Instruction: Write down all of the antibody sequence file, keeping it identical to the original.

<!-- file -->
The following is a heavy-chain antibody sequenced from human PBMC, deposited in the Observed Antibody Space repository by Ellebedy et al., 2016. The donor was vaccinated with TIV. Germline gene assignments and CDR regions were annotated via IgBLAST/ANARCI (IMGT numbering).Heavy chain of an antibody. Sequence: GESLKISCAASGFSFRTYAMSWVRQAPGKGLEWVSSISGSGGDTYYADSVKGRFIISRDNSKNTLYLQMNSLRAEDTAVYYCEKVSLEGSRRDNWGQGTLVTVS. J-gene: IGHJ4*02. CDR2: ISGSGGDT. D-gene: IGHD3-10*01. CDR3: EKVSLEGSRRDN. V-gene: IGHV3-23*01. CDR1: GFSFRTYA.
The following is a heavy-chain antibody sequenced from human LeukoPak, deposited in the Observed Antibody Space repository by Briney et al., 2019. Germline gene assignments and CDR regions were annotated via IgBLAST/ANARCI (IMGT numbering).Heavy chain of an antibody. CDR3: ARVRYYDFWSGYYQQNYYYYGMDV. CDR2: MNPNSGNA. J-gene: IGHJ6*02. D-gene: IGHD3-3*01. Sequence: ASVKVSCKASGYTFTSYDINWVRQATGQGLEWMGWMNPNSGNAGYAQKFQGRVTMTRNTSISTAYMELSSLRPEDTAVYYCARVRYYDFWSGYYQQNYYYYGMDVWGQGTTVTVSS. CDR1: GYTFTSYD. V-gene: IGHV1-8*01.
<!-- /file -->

The following is a heavy-chain antibody sequenced from human PBMC, deposited in the Observed Antibody Space repository by Ellebedy et al., 2016. The donor was vaccinated with TIV. Germline gene assignments and CDR regions were annotated via IgBLAST/ANARCI (IMGT numbering).Heavy chain of an antibody. Sequence: GESLKISCAASGFSFRTYAMSWVRQAPGKGLEWVSSISGSGGDTYYADSVKGRFIISRDNSKNTLYLQMNSLRAEDTAVYYCEKVSLEGSRRDNWGQGTLVTVS. J-gene: IGHJ4*02. CDR2: ISGSGGDT. D-gene: IGHD3-10*01. CDR3: EKVSLEGSRRDN. V-gene: IGHV3-23*01. CDR1: GFSFRTYA.
The following is a heavy-chain antibody sequenced from human LeukoPak, deposited in the Observed Antibody Space repository by Briney et al., 2019. Germline gene assignments and CDR regions were annotated via IgBLAST/ANARCI (IMGT numbering).Heavy chain of an antibody. CDR3: ARVRYYDFWSGYYQQNYYYYGMDV. CDR2: MNPNSGNA. J-gene: IGHJ6*02. D-gene: IGHD3-3*01. Sequence: ASVKVSCKASGYTFTSYDINWVRQATGQGLEWMGWMNPNSGNAGYAQKFQGRVTMTRNTSISTAYMELSSLRPEDTAVYYCARVRYYDFWSGYYQQNYYYYGMDVWGQGTTVTVSS. CDR1: GYTFTSYD. V-gene: IGHV1-8*01.